Aspen’s housing board forces two to sell homes for breaking rules
After making emotional pleas to continue to live in their deed-restricted homes, two individuals in separate cases were told earlier this week by the Aspen-Pitkin County Housing Authority board to sell their homes.
During Wednesday’s enforcement hearing, the board found that Randy Placeres and Eric Baldwin were out of compliance with the rules of the affordable housing program.
Placeres, who owns a unit in Burlingame, and Baldwin, who owns a mobile home in Aspen Village, violated their deed restrictions by not living in their units full-time and not working in Pitkin County at least 1,500 hours a year.
Placeres, whose unit is in foreclosure, pleaded with the citizen board to stay in his condo, and said his catering business can be erratic, thus creating financial issues at certain times of the year.
“I really care about this town and I really love my house and I’m trying to get through this,” Placeres said. “I feel unappreciated for working my ass off to survive here and I feel like I’m not welcome here anymore and it hurts my heart.”
APCHA sent a notice of investigation to Placeres in August after an anonymous complaint was received alleging he was not working nor residing at his property full-time.
APCHA executive director Mike Kosdrosky said Placeres has ignored repeated requests to provide documentation that proves he works enough hours to qualify to live in his unit.
“The appeal is emotional but there was no basis of fact,” he told the board. “There’s been no response; we have not gotten any cooperation.”
Placeres said he didn’t know he was supposed to respond to the notices of investigation and violation, or that he was to provide tax returns.
APCHA officials said it’s clearly stated in the letters that were sent to him in August that he must respond.
Kosdrosky said the program doesn’t have room for people like Placeres and the board should not make exceptions for those who openly violate the rules.
“What message does that send to the public?” he said. “It’s really frustrating — that’s probably the nicest word I can use — to hear this emotional plea.
“We must hold this program and ourselves accountable to the community,” he added. “To dismiss the process is an insult to the people who follow the rules.”
Board member Dallas Blaney asked Placeres to put himself in their position when considering that he provided no documentation to prove how much he is working in the county and living in the unit.
“You move forward and help people instead of looking at documents and numbers,” he said. “Be compassionate. … People aren’t just numbers.”
Board member Valerie Forbes first commented by saying that if anyone in the program is having trouble living up to their deed-restrictions that they should come to APCHA and seek help before it’s too late.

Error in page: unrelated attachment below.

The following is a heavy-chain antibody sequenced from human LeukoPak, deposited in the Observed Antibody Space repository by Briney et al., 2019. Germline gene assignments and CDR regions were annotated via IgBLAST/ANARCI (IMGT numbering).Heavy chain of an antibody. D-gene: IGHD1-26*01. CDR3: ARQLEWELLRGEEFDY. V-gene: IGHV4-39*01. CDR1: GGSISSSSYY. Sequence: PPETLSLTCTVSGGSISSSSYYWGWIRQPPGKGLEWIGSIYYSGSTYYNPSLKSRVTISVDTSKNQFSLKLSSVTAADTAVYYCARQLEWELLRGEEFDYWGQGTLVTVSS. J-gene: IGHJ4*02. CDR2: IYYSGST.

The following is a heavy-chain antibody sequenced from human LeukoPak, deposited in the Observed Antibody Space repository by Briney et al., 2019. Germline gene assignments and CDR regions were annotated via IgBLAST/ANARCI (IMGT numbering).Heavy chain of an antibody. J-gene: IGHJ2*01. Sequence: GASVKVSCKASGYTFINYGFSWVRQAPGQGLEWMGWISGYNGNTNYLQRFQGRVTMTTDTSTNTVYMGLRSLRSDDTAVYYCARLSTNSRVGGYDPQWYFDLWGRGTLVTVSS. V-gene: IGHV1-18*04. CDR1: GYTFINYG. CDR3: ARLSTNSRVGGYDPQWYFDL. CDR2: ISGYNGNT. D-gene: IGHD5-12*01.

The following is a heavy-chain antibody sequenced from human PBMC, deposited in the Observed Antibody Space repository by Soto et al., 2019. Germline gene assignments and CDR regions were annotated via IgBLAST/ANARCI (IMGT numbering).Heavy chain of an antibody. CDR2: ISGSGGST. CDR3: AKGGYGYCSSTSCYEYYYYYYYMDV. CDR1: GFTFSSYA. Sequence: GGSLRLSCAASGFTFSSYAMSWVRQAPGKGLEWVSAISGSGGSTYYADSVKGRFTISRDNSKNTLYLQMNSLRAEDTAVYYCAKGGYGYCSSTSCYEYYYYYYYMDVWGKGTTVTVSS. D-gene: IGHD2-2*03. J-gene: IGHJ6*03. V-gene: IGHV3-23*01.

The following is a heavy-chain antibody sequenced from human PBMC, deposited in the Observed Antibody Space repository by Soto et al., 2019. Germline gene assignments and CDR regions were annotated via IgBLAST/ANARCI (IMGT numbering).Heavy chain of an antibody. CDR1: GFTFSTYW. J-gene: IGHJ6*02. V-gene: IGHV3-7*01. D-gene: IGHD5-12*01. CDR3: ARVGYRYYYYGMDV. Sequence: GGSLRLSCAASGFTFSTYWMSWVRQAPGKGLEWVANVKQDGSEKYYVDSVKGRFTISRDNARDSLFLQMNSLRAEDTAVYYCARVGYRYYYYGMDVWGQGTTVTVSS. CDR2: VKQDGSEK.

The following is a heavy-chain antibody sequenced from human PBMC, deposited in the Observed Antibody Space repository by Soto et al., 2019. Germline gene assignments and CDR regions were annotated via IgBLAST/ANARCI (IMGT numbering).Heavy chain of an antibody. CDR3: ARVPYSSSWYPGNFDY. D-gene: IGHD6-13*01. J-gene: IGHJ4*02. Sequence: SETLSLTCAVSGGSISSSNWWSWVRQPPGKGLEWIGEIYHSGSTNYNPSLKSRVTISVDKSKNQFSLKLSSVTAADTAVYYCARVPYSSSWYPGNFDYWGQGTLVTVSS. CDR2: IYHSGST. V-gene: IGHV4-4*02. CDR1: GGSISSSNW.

“We are in a very public housing system,” she said, adding that the demand for a unit is so high that APCHA can’t afford to have unqualified people in them. “This is very difficult for us.”
The majority of the board voted that Placeres must list his home. The maximum value that it can be listed for is $471,124.
“Sorry, Randy,” board member Rick Head said.
“See ya later,” Placeres said. “It’s been a nice 20 years.”
The board also voted that Baldwin must list his home in Aspen Village because he could not prove that he lives there full time and works enough hours in the county.
APCHA sent a notice of investigation in August that alleged Baldwin’s vehicles, business and voter registration were all registered to his address in Edwards. His tax returns also show the Edwards address, according to Bethany Spitz, APCHA’s compliance manager.
Baldwin responded to APCHA a few weeks later saying he was working and spending four days a week at his Aspen Village residence for his tree service business and the entire winter as a ski instructor at Buttermilk.
After the deadline to respond to APCHA’s notice of violation, Baldwin registered his cars in Pitkin County and used his Aspen Village property for his business address.
Spitz wrote to the board in a memo that Baldwin has provided insufficient documentation on whether he worked a minimum of 1,500 hours a year in the Roaring Fork Valley.
Baldwin told the board that he tried to get a job but faced age discrimination and had a number of surgeries. He also couldn’t get his tree service business going here, so he focused on the work he could get in Edwards.
“I had a choice to succeed or fail and I chose to succeed,” he said, adding that when bought the trailer two and a half years ago it was in such bad condition that he had to take it down to the studs and rebuild it.
Baldwin said he does live in the unit the required nine months out of the year.
But the evidence doesn’t show that, APCHA officials told the board.
Board member Chris Council said Baldwin’s was the second case in a row that he and his counterparts had to make a difficult decision in the face of protecting the integrity of the program.
“People on this board are compassionate. We live and work here,” Council said. “I feel a lot of compassion but it doesn’t change the facts, … this program is designed for people who work here and we cannot make exceptions.”
In concluding the matter before the board, Head said the same as he did to Placeres, “Sorry, Eric.”
Baldwin asked board members if they knew the meaning of fascism.
“Something to think about,” he said before leaving the room.
Start a dialogue, stay on topic and be civil.
If you don't follow the rules, your comment may be deleted.
The Colorado Parks and Wildlife commission voted this week to open the tract of land near Aspen for mountain lion hunting.